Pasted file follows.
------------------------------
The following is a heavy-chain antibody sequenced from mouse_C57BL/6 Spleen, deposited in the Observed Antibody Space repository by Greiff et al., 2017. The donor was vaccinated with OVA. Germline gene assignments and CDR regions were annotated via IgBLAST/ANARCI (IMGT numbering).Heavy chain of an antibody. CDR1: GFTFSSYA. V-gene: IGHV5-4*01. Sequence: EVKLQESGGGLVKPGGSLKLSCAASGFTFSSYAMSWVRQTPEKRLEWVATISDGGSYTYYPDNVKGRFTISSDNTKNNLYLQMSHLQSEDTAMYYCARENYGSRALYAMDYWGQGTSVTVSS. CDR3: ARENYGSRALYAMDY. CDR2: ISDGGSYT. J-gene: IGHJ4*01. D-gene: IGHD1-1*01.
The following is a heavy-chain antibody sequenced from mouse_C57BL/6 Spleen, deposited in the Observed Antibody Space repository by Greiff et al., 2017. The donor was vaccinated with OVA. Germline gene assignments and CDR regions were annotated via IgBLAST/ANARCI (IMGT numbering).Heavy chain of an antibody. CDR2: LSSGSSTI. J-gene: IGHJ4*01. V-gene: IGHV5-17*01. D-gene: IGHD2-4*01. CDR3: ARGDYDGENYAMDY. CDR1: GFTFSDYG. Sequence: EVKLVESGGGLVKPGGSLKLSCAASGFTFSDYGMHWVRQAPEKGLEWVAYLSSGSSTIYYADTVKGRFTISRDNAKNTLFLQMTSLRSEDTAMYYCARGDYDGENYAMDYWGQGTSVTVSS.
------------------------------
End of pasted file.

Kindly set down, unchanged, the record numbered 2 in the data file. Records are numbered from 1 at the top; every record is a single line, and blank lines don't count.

The following is a heavy-chain antibody sequenced from mouse_C57BL/6 Spleen, deposited in the Observed Antibody Space repository by Greiff et al., 2017. The donor was vaccinated with OVA. Germline gene assignments and CDR regions were annotated via IgBLAST/ANARCI (IMGT numbering).Heavy chain of an antibody. CDR2: LSSGSSTI. J-gene: IGHJ4*01. V-gene: IGHV5-17*01. D-gene: IGHD2-4*01. CDR3: ARGDYDGENYAMDY. CDR1: GFTFSDYG. Sequence: EVKLVESGGGLVKPGGSLKLSCAASGFTFSDYGMHWVRQAPEKGLEWVAYLSSGSSTIYYADTVKGRFTISRDNAKNTLFLQMTSLRSEDTAMYYCARGDYDGENYAMDYWGQGTSVTVSS.